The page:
• You love Coleus, too? I love their colorful and unusual leaves. Great fun to play with in summer 😉 Rickii, I thought of you last night as I read pages from Portland Bonsai artists. They are doing this outrageous thing called, ‘accent plants.’ They remind me of many of your flower arrangements. http://crataegus.com/2011/05/30/new-flowering-companion-plants/ Incredible work! I wonder whether they would happen in my climate. They were cloaked in rich sheets of verdant moss, too. Just delicious! Do you know this work? They are trying to establish a new Bonsai center in Portland as an outreach to interested gardeners… Hope you have a marvelous day, ❤ WG

  3. Beautiful arrangement in a beautiful vase. I love the color of the quartz, and your turtle reminder. 🙂

  4. Lovely foliage, but I especially like your actual vase on the blue tray this time! 🙂

    • Thank you, Cathy. It usually sits by the kitchen window holding whatever I happen to be rooting. It got pressed into service for our ‘Vase’ this week, and I rather like it, too 😉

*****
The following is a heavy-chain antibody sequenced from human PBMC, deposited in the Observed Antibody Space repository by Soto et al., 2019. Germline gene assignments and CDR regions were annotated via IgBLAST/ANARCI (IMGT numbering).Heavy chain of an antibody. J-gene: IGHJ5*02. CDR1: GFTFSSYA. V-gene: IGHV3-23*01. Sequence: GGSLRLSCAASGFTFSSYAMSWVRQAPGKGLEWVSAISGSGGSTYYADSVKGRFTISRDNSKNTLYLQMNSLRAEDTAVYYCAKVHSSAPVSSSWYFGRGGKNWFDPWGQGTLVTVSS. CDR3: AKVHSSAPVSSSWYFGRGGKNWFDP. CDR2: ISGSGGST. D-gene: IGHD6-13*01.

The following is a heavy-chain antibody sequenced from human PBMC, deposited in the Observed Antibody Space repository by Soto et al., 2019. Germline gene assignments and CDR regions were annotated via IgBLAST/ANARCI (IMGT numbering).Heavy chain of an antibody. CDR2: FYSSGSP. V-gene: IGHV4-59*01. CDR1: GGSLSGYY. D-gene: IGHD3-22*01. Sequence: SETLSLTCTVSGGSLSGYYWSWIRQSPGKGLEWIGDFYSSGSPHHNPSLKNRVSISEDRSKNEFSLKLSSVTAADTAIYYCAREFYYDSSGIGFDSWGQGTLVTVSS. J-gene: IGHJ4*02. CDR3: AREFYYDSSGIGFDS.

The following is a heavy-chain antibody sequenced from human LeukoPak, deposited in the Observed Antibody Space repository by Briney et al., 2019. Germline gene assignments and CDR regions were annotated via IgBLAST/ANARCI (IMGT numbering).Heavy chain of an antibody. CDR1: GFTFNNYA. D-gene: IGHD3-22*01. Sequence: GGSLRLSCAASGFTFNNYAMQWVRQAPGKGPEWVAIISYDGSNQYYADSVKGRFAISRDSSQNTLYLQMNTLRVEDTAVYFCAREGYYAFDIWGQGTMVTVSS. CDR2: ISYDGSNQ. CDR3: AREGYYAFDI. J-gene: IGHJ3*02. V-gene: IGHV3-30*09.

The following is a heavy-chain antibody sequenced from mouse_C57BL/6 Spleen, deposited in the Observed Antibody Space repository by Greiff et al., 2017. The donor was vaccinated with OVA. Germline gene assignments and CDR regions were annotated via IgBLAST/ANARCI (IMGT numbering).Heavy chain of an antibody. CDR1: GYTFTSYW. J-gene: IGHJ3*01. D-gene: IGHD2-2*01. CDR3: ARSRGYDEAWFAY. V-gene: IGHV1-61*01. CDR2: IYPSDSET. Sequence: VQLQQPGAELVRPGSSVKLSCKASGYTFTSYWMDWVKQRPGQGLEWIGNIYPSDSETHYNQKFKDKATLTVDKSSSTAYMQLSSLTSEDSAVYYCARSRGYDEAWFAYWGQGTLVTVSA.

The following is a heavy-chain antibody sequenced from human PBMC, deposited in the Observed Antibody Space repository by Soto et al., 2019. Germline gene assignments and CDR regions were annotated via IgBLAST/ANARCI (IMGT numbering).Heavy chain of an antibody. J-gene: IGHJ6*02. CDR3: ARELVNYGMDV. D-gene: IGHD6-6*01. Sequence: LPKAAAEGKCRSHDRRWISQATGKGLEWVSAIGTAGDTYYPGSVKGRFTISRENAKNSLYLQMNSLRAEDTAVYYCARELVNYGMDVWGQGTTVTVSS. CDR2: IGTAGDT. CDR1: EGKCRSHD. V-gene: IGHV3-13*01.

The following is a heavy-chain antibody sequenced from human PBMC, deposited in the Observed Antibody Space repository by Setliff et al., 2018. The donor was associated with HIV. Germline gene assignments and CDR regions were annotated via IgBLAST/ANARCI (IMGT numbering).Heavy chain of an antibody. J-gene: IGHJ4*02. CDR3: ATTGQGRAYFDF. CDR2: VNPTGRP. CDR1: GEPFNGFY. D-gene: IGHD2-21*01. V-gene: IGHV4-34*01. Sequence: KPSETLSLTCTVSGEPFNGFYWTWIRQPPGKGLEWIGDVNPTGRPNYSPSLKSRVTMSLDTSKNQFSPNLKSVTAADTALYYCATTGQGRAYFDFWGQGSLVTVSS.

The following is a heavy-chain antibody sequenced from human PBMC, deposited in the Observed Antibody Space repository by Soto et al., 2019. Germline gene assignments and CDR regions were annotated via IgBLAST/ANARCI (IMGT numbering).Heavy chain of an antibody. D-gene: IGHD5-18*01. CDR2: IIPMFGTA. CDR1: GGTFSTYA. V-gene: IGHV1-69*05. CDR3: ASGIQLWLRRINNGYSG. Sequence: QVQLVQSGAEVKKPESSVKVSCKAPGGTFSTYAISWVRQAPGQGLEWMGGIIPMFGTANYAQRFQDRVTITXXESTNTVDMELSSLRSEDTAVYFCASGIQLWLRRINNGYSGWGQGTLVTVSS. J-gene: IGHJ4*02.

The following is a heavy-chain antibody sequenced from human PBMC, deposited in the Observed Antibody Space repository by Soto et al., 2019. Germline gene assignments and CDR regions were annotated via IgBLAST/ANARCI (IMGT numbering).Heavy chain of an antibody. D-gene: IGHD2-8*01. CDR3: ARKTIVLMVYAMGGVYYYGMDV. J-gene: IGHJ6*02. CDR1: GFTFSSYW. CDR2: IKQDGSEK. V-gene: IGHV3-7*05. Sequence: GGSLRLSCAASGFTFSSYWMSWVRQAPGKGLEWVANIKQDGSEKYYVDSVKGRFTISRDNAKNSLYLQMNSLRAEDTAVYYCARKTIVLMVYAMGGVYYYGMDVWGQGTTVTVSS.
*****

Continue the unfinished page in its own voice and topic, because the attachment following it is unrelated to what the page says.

5. On a whim last year I planted coleus around a pine tree in my yard…what a beauty, I’ve been a fan since. I found some lovely coleus at the nursery this year, but haven’t purchased since I want to designate a perfect spot! I did not know coleus quickly rooted int water so thanks for the tip!

    • Glad to help, Suzi. You can buy just a few plants, and keep taking cuttings as they grow. Taking cuttings from the tips actually makes the plant grow faster and more aggressively from the buds below. Coleus around a pine sounds lovely! I generally pot mine, which makes it easy to move them around as the season unfolds. I hope you find the perfect spot for yours 😉

  6. Really outstanding today, my friend! Love it and that quartz is such a nice color, you have such a knack for detail. 🙂